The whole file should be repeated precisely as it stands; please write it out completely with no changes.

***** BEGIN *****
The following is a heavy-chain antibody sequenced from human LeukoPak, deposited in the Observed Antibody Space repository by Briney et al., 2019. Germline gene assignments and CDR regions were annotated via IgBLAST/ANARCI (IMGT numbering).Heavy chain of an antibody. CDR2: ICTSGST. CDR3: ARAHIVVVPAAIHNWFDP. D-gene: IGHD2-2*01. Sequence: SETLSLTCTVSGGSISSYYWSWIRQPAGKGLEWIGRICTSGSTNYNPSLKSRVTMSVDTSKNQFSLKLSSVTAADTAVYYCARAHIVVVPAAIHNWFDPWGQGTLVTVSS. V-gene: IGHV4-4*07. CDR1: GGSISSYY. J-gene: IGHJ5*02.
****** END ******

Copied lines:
The following is a heavy-chain antibody sequenced from human LeukoPak, deposited in the Observed Antibody Space repository by Briney et al., 2019. Germline gene assignments and CDR regions were annotated via IgBLAST/ANARCI (IMGT numbering).Heavy chain of an antibody. CDR2: ICTSGST. CDR3: ARAHIVVVPAAIHNWFDP. D-gene: IGHD2-2*01. Sequence: SETLSLTCTVSGGSISSYYWSWIRQPAGKGLEWIGRICTSGSTNYNPSLKSRVTMSVDTSKNQFSLKLSSVTAADTAVYYCARAHIVVVPAAIHNWFDPWGQGTLVTVSS. V-gene: IGHV4-4*07. CDR1: GGSISSYY. J-gene: IGHJ5*02.